All of this will be pondered at a board meeting on Friday where Verster hopes the franchise will begin to piece together their next course of action. The stakes for Free State rugby here are monumental. The cost of facilities, a large squad and staff, and operational outgoings could be ruinous.

“If we lose out on the Super 8 and the financial model, we face serious issues, almost too serious to contemplate,” said Verster. “We sit in a stadium here that can accommodate 40 000 people – this thing costs us ZAR9-10million a year (£470,000). The other smaller entities in smaller stadiums cost them 1.5m or so (£70,000). If we are pulled to that level with them, we are actually in a worse position than them.

“Compare us then to the big four, we can’t sustain this stadium, we can’t sustain our academy, our medical facilities, that puts us in a spot and it’s absolutely unreasonable to do it overnight.”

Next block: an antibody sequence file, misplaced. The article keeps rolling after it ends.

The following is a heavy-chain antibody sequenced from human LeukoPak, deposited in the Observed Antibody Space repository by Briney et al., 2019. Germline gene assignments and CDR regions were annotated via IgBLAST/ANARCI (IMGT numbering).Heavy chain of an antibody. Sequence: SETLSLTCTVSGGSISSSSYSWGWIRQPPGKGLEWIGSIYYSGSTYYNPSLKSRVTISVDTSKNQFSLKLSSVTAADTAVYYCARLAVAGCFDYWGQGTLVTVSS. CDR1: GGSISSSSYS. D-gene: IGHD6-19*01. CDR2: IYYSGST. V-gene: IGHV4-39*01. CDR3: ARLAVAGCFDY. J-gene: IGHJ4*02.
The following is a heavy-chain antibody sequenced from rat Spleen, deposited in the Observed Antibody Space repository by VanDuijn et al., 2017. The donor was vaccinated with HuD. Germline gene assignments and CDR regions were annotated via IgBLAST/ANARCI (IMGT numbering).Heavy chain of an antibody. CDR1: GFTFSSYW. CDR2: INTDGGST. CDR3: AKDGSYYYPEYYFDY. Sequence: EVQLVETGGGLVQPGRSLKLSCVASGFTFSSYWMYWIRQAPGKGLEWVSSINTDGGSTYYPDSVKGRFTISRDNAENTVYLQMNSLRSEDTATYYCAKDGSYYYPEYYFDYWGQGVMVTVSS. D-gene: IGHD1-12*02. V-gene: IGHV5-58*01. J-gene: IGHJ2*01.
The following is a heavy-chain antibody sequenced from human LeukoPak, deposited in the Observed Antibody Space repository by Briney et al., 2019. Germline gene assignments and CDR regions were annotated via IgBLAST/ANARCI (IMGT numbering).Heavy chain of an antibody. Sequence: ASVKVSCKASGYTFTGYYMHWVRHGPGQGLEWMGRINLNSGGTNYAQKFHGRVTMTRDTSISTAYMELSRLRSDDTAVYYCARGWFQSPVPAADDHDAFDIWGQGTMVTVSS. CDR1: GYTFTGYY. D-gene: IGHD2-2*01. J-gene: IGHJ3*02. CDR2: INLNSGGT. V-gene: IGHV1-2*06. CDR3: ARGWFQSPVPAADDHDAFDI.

Verster reels off a long list of international coaches who learned their rugby in the Free State, from Rassie Erasmus and Jacques Nienaber to Franco Smith and Neil Powell. He talks about the people’s fervour for the game and how the stadium is rammed full when the Springboks come to town.

“They say we are too small, that we are in the middle of South Africa – the proof of the pudding is in the eating,” he added. “We have a fantastic team of people and we fight like a team. We have got to pull this thing through and we will. I’m very confident we will find something.

“First-prize is to get us back into the Pro14. We have got a right to be there. They made a mistake to get us out. Why are the other four so well positioned to take the place that we rightfully deserve? If it wasn’t for Covid-19, we would be there now.

“If we are in the Pro14, we should stay there. People like us up north, the Pro14 people really want us there, but it’s not their decision. Treat us fairly, we deserve it. We don’t want to fight, we want to solve this problem as we did with Super Rugby, but please, be fair to us.”

By Jamie Lyall, @RugbyPass